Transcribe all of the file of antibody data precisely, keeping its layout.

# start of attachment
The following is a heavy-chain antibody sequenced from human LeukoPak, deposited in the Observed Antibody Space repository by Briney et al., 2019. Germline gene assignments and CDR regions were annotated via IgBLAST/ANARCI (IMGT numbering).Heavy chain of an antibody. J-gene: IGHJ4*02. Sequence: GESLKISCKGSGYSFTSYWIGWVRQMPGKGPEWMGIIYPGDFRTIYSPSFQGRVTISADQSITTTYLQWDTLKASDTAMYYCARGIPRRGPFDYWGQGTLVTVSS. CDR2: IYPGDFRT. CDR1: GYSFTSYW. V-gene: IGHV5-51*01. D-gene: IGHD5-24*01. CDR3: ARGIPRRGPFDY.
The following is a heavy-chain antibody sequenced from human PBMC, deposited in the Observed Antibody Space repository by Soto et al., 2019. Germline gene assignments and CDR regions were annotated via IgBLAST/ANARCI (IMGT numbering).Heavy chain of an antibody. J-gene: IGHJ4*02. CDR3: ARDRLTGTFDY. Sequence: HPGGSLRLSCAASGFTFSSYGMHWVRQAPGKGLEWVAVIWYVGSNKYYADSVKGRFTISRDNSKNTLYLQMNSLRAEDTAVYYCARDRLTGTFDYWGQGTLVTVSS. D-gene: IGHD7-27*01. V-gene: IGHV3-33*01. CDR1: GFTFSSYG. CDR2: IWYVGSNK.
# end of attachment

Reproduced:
The following is a heavy-chain antibody sequenced from human LeukoPak, deposited in the Observed Antibody Space repository by Briney et al., 2019. Germline gene assignments and CDR regions were annotated via IgBLAST/ANARCI (IMGT numbering).Heavy chain of an antibody. J-gene: IGHJ4*02. Sequence: GESLKISCKGSGYSFTSYWIGWVRQMPGKGPEWMGIIYPGDFRTIYSPSFQGRVTISADQSITTTYLQWDTLKASDTAMYYCARGIPRRGPFDYWGQGTLVTVSS. CDR2: IYPGDFRT. CDR1: GYSFTSYW. V-gene: IGHV5-51*01. D-gene: IGHD5-24*01. CDR3: ARGIPRRGPFDY.
The following is a heavy-chain antibody sequenced from human PBMC, deposited in the Observed Antibody Space repository by Soto et al., 2019. Germline gene assignments and CDR regions were annotated via IgBLAST/ANARCI (IMGT numbering).Heavy chain of an antibody. J-gene: IGHJ4*02. CDR3: ARDRLTGTFDY. Sequence: HPGGSLRLSCAASGFTFSSYGMHWVRQAPGKGLEWVAVIWYVGSNKYYADSVKGRFTISRDNSKNTLYLQMNSLRAEDTAVYYCARDRLTGTFDYWGQGTLVTVSS. D-gene: IGHD7-27*01. V-gene: IGHV3-33*01. CDR1: GFTFSSYG. CDR2: IWYVGSNK.